In or about 2003, I closed our publishing company's account with PayPal because they kept blocking the account. At the time, PayPal wasn't the enormous global powerhouse that it has become. It was, essentially, a bunch of nerds for whom compliance and risk management was a nuisance. When electronic money started to exercise the US government's collective mind, PayPal found that it needed some risk management processes. They didn't do it properly. Then, later, when PayPal expanded into Europe, it migrated our account to its EU operations and put money laundering, etc. risk and compliance in Dublin where they set up systems that were not only rubbish but sent out letters referring to non-existent legislation. But now, a piece of essential third party produced software is pushing us towards at least opening, even if we don't use it, a PayPal account. How hard can it be? Surely they have learned something in...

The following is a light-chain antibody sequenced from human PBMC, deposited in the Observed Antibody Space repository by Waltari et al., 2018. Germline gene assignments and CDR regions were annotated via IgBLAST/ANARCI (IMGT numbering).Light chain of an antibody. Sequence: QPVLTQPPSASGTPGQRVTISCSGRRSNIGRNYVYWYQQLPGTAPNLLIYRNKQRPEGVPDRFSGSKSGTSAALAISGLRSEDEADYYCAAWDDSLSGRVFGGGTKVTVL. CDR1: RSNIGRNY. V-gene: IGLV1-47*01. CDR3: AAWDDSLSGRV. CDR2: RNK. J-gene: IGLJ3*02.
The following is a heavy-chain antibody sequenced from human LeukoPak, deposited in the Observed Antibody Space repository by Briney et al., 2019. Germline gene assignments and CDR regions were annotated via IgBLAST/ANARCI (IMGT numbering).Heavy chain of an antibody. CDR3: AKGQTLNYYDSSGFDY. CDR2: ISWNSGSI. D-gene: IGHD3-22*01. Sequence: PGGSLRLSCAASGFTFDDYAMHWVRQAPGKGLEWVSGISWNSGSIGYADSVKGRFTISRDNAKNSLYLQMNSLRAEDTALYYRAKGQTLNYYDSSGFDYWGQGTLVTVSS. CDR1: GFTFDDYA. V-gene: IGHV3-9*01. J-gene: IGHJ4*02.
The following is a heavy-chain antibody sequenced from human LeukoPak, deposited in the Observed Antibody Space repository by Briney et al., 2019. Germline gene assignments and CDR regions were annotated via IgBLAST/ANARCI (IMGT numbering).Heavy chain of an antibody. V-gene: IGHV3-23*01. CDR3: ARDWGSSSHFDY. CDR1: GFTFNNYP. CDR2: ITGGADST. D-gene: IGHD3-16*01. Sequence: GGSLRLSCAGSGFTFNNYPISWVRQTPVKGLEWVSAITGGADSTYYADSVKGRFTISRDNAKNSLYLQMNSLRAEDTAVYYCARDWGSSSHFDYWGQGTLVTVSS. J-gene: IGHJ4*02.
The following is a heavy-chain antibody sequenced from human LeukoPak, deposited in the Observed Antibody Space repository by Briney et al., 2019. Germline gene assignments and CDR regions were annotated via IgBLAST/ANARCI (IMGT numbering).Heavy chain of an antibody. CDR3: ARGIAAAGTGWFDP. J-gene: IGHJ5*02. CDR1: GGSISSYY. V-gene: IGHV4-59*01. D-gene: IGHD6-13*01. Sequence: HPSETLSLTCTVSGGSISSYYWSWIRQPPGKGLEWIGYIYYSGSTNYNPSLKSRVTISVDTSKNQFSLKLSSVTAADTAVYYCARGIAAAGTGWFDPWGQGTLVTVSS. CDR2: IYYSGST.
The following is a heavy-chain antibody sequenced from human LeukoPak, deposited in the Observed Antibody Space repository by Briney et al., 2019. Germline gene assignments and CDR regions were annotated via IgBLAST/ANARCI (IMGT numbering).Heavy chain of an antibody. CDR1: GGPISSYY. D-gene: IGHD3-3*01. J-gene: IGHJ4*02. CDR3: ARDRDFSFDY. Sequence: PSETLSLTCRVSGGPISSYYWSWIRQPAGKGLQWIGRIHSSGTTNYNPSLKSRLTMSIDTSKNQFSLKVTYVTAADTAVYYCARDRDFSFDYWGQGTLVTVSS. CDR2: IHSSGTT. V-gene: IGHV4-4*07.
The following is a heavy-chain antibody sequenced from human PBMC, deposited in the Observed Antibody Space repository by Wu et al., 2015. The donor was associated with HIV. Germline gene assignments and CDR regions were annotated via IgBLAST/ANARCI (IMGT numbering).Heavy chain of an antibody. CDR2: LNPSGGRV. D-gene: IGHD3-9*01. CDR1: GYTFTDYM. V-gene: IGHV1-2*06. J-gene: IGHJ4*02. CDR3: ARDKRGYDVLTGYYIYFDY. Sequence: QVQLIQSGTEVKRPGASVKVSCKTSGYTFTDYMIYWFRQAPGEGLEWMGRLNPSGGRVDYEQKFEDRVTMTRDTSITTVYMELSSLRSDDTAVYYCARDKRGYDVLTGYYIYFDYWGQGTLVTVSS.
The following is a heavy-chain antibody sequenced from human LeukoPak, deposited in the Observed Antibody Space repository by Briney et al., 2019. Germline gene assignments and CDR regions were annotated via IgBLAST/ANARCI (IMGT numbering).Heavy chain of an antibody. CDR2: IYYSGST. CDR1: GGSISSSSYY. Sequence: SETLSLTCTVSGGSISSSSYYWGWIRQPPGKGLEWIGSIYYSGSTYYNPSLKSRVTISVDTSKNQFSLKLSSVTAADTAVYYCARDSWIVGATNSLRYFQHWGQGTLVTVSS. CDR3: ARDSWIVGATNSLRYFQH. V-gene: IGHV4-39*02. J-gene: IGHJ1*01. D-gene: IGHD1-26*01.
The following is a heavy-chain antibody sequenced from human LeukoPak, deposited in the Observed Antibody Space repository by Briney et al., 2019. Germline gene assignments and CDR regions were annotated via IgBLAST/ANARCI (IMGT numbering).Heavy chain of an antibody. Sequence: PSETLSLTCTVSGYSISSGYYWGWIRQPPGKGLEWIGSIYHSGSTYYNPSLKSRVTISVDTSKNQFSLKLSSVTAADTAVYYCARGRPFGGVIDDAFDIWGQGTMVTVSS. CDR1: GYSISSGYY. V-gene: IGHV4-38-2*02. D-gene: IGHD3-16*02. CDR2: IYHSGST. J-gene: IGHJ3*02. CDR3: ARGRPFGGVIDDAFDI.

There is a long line of failures to properly plan before implementation - and of fundamental failure to understand the basics of a business or issue before launching a system.

We need to stand back, to take stock. We need to rethink our entire approach to management especially risk management. It's time to get back to basics.

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Arthur Yuen, Deputy Chief Executive, Hong Kong Monetary Authority, today set out Hong Kong's stall. Is today's statement an indication of success or a note being of not-quite competitive?

The extraordinary case of an elderly man who was forced into expensive legal proceedings to recover almost GBP200,000 accidentally paid into the wrong bank account could have been so easily avoided if UK banks operated, under the auspices of regulators, a simple cross-check of information. It happens elsewhere.